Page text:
U.S. Reps. Anthony Weiner (D-Forest Hills) and Nydia Velazquez (D-Ridgewood) praised the federal Environmental Protection Agency for committing to an analysis of four sites at Newtown Creek to determine if the waterway should be designated a Superfund area.
In an Aug. 15 letter to the elected officials, the agency agreed to examine existing data on the four sites and fill in any missing information required to consider whether the sites should enter the Superfund program, which would allow the government to subsidize up to 90 percent of the clean-up expenses.
"The commitment made by the EPA to test the sites is a big win for Newtown Creek residents," Weiner said. "These tests will help us find answers to basic questions about the spill's health and environmental risks, giving this environmental disaster the national attention it deserves."
Weiner and Velazquez wrote a letter to the EPA in July identifying the four priority sites: two former hazardous waste facilities, a former copper smelting plant and a former coal gasification complex.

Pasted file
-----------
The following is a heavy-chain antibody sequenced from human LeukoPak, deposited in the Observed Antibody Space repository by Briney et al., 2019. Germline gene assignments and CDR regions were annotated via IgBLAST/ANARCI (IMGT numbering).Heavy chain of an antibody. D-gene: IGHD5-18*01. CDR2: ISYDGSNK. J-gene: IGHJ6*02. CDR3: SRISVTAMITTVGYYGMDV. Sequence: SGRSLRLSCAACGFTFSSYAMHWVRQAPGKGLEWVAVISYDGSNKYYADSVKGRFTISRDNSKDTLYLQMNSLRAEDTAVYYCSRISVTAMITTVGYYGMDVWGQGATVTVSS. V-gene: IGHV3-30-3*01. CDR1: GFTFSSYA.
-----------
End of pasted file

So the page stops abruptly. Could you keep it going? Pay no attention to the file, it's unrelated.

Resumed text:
Oil refineries once lined the banks of the creek, which separates western Queens from Brooklyn. It is notorious for being the site of a massive oil spill believed to have started anywhere from 50 to 100 years ago. It was discovered by a U.S. Coast Guard helicopter in 1978 along the bank where Standard Oil once operated a refinery.
A 2007 study by the state Department of Environmental Conservation estimated the spill's size at between 17 million and 30 million gallons. A federal EPA study of the spill will be released next year.
ExxonMobil, Standard Oil's descendant, agreed to remove petroleum from the ground underneath Greenpoint, Brooklyn, in 1990.
Velazquez criticized the oil giant for being slow to respond.
"The residents around Newtown Creek have had to live with the consequences of this spill for years while the oil companies have lagged in their clean-up responsibilities," she said. "The EPA should begin to quickly review these sites and not delay in designating Superfund status to begin remediation."
Exxon has removed more than 9.5 million gallons of oil from the site so far, a spokesman, said.
Reach reporter Jeremy Walsh by e-mail at jwalsh@tim
©2008 Community News Group
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